Hashmaps also provide a high degree of flexibility when it comes to data manipulation. It allows for the addition, removal, and modification of elements without having to re-order the entire data structure. This makes it ideal for applications that require frequent changes to their datasets. Additionally, Hashmaps are not limited to a single data type, allowing for the storage of multiple data types in the same structure.
Disadvantages of Using Hashmap
The primary disadvantage of using a Hashmap is that there is no way to guarantee that accessing elements will always return them in the same order they were placed. This can lead to confusion or errors in some applications. Another disadvantage is that it does not offer access to elements by key. This means that if you need to look up data based on a specific key, then you will have to go through the whole dataset manually to find what you’re looking for.
In addition, Hashmaps are not thread-safe, meaning that multiple threads cannot access the same Hashmap at the same time. This can lead to data corruption or other errors if multiple threads are trying to access the same data. Finally, Hashmaps are not suitable for storing large amounts of data, as they can become slow and inefficient when dealing with large datasets.
Pros and Cons of Both Linkedhashmap and Hashmap
When comparing Linkedhashmaps and Hashmaps, it’s important to take into account all the pros and cons of each. Linkedhashmaps are great for applications where fast access to data and efficient storage are needed. However, they require more overhead and may not be suitable for applications that require frequent changes or updates to their datasets. On the other hand, Hashmaps offer faster access times for retrieving data and do not require extra memory to store keys. However, they do not guarantee that elements are returned in the same order as they were placed in and do not offer access to elements by key.
Linkedhashmaps also provide the ability to iterate over the elements in the order they were inserted, which can be useful for applications that need to maintain the order of elements. Hashmaps, on the other hand, do not provide this feature. Additionally, Linkedhashmaps are more memory-efficient than Hashmaps, as they do not require extra memory to store keys. This can be beneficial for applications that need to store large amounts of data.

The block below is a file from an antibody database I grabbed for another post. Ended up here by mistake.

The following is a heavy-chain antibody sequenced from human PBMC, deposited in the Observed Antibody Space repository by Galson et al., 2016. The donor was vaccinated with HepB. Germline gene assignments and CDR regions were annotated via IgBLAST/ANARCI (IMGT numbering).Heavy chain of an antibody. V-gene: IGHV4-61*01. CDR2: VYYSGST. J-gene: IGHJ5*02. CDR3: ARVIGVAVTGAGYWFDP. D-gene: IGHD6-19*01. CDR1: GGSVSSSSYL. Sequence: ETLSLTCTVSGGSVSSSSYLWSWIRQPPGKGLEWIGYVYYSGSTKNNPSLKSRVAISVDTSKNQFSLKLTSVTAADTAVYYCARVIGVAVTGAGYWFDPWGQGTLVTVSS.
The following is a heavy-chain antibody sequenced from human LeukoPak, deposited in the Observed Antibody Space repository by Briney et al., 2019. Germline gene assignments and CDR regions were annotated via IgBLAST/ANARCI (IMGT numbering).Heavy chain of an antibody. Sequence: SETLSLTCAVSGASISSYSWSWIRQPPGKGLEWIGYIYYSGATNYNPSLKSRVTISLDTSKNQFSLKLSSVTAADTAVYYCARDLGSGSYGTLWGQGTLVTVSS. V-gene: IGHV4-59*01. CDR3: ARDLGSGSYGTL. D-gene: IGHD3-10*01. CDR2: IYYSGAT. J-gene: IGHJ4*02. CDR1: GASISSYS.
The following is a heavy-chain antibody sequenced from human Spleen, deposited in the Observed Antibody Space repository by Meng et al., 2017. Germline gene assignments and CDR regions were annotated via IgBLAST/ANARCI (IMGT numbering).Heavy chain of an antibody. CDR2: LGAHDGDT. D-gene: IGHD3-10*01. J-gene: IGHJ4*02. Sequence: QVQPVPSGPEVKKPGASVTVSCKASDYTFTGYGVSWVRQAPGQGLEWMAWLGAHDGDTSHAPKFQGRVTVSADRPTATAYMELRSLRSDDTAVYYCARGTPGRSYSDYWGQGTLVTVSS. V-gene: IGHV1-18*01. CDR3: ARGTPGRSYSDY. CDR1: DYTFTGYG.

When Should You Use Linkedhashmap or Hashmap?
It depends on what kind of application you are building. If you need data which must be returned in the same order as it was placed in, then a Linkedhashmap is a good choice. If data needs to be accessed quickly, based on its key, then a Linkedhashmap may be better. If your application requires frequent changes or updates to its dataset, then a Hashmap may offer better performance.
Common Use Cases for Each Data Structure
Linkedhashmaps are most commonly used for storing information associated with unique keys and then retrieving that data quickly. This makes them great for mapping strings to objects or numbers and then using them for quick lookups. They are also suitable for applications where it is important to have a record of the order the data was added.
Hashmaps, on the other hand, are best used for applications that require frequent updates or changes to their dataset. Because they don’t store the order of elements, they are more efficient when it comes to memory usage. They are also great for applications where elements don’t need to be accessed by key.
In conclusion, there’s no one-size-fits-all solution when it comes to choosing between Linkedhashmaps and Hashmaps in Java. Both data structures come with their own advantages and disadvantages, and which one you choose should depend on factors such as efficiency and speed of access as well as whether or not you need a guaranteed order of elements returned.